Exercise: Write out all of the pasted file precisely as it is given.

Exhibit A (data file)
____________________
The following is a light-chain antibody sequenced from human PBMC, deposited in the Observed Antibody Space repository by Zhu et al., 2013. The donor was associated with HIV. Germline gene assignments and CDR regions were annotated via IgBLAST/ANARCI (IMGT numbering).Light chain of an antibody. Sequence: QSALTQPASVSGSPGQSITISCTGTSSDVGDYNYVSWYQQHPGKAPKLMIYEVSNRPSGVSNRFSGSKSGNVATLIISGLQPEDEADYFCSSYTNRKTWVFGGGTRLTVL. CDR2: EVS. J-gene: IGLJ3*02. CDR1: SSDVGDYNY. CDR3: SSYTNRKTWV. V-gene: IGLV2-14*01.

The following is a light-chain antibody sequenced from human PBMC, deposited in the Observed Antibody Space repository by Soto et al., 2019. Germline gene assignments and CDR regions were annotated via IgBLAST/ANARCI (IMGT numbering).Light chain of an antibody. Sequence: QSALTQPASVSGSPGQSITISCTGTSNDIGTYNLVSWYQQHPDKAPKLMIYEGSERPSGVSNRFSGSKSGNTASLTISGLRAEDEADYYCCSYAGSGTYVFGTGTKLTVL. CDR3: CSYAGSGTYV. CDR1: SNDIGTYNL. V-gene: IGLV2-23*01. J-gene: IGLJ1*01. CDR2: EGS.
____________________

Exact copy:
The following is a light-chain antibody sequenced from human PBMC, deposited in the Observed Antibody Space repository by Zhu et al., 2013. The donor was associated with HIV. Germline gene assignments and CDR regions were annotated via IgBLAST/ANARCI (IMGT numbering).Light chain of an antibody. Sequence: QSALTQPASVSGSPGQSITISCTGTSSDVGDYNYVSWYQQHPGKAPKLMIYEVSNRPSGVSNRFSGSKSGNVATLIISGLQPEDEADYFCSSYTNRKTWVFGGGTRLTVL. CDR2: EVS. J-gene: IGLJ3*02. CDR1: SSDVGDYNY. CDR3: SSYTNRKTWV. V-gene: IGLV2-14*01.

The following is a light-chain antibody sequenced from human PBMC, deposited in the Observed Antibody Space repository by Soto et al., 2019. Germline gene assignments and CDR regions were annotated via IgBLAST/ANARCI (IMGT numbering).Light chain of an antibody. Sequence: QSALTQPASVSGSPGQSITISCTGTSNDIGTYNLVSWYQQHPDKAPKLMIYEGSERPSGVSNRFSGSKSGNTASLTISGLRAEDEADYYCCSYAGSGTYVFGTGTKLTVL. CDR3: CSYAGSGTYV. CDR1: SNDIGTYNL. V-gene: IGLV2-23*01. J-gene: IGLJ1*01. CDR2: EGS.